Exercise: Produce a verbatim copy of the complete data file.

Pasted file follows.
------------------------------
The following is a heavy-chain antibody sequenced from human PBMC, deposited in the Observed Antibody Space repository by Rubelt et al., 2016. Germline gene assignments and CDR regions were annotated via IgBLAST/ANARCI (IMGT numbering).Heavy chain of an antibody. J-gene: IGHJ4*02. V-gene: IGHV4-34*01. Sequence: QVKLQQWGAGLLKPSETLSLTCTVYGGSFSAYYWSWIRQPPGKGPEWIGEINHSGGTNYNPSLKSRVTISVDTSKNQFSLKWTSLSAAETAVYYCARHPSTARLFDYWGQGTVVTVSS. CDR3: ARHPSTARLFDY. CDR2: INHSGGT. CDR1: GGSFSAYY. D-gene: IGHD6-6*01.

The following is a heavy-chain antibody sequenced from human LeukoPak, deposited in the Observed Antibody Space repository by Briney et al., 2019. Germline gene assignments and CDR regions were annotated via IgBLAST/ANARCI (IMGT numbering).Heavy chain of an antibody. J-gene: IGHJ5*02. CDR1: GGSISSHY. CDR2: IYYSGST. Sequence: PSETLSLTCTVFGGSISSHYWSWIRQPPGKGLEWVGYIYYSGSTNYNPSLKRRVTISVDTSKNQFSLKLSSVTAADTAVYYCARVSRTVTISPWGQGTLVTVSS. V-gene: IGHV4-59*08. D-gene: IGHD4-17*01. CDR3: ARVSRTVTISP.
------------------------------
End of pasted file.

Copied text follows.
The following is a heavy-chain antibody sequenced from human PBMC, deposited in the Observed Antibody Space repository by Rubelt et al., 2016. Germline gene assignments and CDR regions were annotated via IgBLAST/ANARCI (IMGT numbering).Heavy chain of an antibody. J-gene: IGHJ4*02. V-gene: IGHV4-34*01. Sequence: QVKLQQWGAGLLKPSETLSLTCTVYGGSFSAYYWSWIRQPPGKGPEWIGEINHSGGTNYNPSLKSRVTISVDTSKNQFSLKWTSLSAAETAVYYCARHPSTARLFDYWGQGTVVTVSS. CDR3: ARHPSTARLFDY. CDR2: INHSGGT. CDR1: GGSFSAYY. D-gene: IGHD6-6*01.

The following is a heavy-chain antibody sequenced from human LeukoPak, deposited in the Observed Antibody Space repository by Briney et al., 2019. Germline gene assignments and CDR regions were annotated via IgBLAST/ANARCI (IMGT numbering).Heavy chain of an antibody. J-gene: IGHJ5*02. CDR1: GGSISSHY. CDR2: IYYSGST. Sequence: PSETLSLTCTVFGGSISSHYWSWIRQPPGKGLEWVGYIYYSGSTNYNPSLKRRVTISVDTSKNQFSLKLSSVTAADTAVYYCARVSRTVTISPWGQGTLVTVSS. V-gene: IGHV4-59*08. D-gene: IGHD4-17*01. CDR3: ARVSRTVTISP.